Campagnatico is a medieval village par excellence, both in terms of its structure and its position, which is on top of a steep cliff pointing towards the Ombrone valley. The area is marked by an old castle, which once belonged to the Aldobrandeschi family of Sovana and which Dante mentioned in Canto XI of his Purgatorio: this fortress subsequently passed to the Tolomei lords, who acquired a great deal of this rich and fertile land.
After a period of war and hardship, Campagnatico enjoyed something of a renaissance in the eighteenth century thanks to Grand Duke Leopold II, who drained large areas of marshland and generally restored this part of the Tuscan Maremma to better health.
Among the village’s monuments, it’s worth mentioning the church of San Giovanni Battista, which contains an interesting cycle of frescoes. Then there’s the church of Santa Maria della Misericordia, and finally the Romanesque building that was the church of Sant’Antonio Abate, before it was converted to a theatre in the 1800s.
Even today, Campagnatico’s surroundings are typified by a rich Mediterranean scrub and by gentle rolling hills, lined with vineyards and olive groves. These are punctuated by other, completely intact medieval hilltowns, such as Montorsaio.
Particularly notable are the defenses that encircle many of these hilltowns, from the walls of Montorsaio to those of Campagnatico itself. Then we have the Aldobrandescafortress, the Cassero Senese and the bewitching Colonne della Sabatina, a medieval bastion that once belonged to the Abbey of San Galgano.
Leaving Monte Amiata’s surroundings behind us and passing the gorgeous villages of Santa Fiora and Castel del Piano, we head into the southern Maremma in search of still barely-known treasures. Magliano in Toscana, for instance, looks like it still exists in the Middle Ages, from its hilltop encircled with olive groves and vineyards.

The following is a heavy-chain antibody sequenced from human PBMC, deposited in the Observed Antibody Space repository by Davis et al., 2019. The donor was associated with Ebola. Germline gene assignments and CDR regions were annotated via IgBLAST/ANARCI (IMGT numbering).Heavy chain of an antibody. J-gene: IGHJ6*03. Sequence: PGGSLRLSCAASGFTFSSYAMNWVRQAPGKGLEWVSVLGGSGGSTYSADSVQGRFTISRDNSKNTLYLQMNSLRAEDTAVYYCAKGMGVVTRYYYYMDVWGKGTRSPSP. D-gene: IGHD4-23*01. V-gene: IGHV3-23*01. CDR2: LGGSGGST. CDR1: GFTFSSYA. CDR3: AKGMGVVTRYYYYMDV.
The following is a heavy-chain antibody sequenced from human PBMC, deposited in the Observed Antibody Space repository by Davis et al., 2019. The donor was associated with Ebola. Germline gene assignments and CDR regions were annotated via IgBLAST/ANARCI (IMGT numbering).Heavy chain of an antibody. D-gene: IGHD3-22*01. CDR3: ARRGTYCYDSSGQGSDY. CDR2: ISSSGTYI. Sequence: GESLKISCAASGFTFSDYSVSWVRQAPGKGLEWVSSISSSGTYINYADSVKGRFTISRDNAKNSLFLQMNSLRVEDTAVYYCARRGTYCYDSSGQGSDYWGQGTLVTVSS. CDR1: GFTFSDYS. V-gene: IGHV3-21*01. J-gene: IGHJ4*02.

Just outside of Magliano, you can find one of Tuscany’s most monumental trees: the Olivo della Strega (the witch’s olive). Its name comes from the legend that, in medieval times, women accused of witchcraft would gather beneath its branches.
If you walk or ride the alleyways of Scansano’s historic centre, maybe following a local nature guide, you will appreciate the beauty of this environment at its fullest. Scansano is only a few miles from the hot springs of Saturnia, a true paradise of well-being and regeneration, both for mind and body.
The ideal time to visit Campagnatico is September, partly for the festivals that take place in honour of its patron saint, but also for the most exciting folklore event of the area. This is the Palio dei Ciuchi, a donkey race between the town’s districts of Castello, Centro, Nobile Rione Pieve and Santa Maria. Via Roma, in the town centre, serves as a track.
Typical Dishes and Produce
The cuisine of the Maremma is nothing if not simple, but its limited palette of ingredients make for some tasty surprises. Charcuterie and cheeses take centre stage in every antipasto; as for the first courses, tortelli maremmani positively burst with ricotta and a light aroma of spices and herbs. The most popular main course is without a doubt wild boar, a delicacy which is almost synonymous with the local cuisine.